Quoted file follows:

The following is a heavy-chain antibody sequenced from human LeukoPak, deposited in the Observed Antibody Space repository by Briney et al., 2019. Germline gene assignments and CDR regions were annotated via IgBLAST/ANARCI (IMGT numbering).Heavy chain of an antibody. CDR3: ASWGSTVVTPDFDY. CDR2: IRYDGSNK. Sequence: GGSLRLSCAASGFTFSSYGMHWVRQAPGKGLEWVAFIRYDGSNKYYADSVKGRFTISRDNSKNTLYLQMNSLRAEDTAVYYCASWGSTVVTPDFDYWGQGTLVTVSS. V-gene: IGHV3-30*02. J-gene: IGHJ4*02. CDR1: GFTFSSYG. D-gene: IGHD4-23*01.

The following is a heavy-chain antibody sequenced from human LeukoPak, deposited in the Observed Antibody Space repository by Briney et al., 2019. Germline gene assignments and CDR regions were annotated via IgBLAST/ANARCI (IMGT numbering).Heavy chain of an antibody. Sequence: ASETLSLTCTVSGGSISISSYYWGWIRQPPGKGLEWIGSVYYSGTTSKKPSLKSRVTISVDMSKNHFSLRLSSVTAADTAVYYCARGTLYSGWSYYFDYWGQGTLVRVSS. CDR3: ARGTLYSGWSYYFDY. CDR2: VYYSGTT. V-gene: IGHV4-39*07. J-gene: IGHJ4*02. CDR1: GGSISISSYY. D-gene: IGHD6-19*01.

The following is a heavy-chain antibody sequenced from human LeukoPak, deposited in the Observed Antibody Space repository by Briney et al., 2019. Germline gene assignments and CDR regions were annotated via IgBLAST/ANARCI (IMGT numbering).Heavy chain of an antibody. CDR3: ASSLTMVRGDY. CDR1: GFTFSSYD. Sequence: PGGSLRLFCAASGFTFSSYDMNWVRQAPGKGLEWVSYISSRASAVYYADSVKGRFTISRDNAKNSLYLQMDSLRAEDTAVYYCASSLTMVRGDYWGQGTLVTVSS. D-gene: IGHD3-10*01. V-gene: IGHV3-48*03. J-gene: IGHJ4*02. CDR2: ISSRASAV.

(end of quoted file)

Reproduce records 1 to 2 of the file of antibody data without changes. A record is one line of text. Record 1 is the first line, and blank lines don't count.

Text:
The following is a heavy-chain antibody sequenced from human LeukoPak, deposited in the Observed Antibody Space repository by Briney et al., 2019. Germline gene assignments and CDR regions were annotated via IgBLAST/ANARCI (IMGT numbering).Heavy chain of an antibody. CDR3: ASWGSTVVTPDFDY. CDR2: IRYDGSNK. Sequence: GGSLRLSCAASGFTFSSYGMHWVRQAPGKGLEWVAFIRYDGSNKYYADSVKGRFTISRDNSKNTLYLQMNSLRAEDTAVYYCASWGSTVVTPDFDYWGQGTLVTVSS. V-gene: IGHV3-30*02. J-gene: IGHJ4*02. CDR1: GFTFSSYG. D-gene: IGHD4-23*01.

The following is a heavy-chain antibody sequenced from human LeukoPak, deposited in the Observed Antibody Space repository by Briney et al., 2019. Germline gene assignments and CDR regions were annotated via IgBLAST/ANARCI (IMGT numbering).Heavy chain of an antibody. Sequence: ASETLSLTCTVSGGSISISSYYWGWIRQPPGKGLEWIGSVYYSGTTSKKPSLKSRVTISVDMSKNHFSLRLSSVTAADTAVYYCARGTLYSGWSYYFDYWGQGTLVRVSS. CDR3: ARGTLYSGWSYYFDY. CDR2: VYYSGTT. V-gene: IGHV4-39*07. J-gene: IGHJ4*02. CDR1: GGSISISSYY. D-gene: IGHD6-19*01.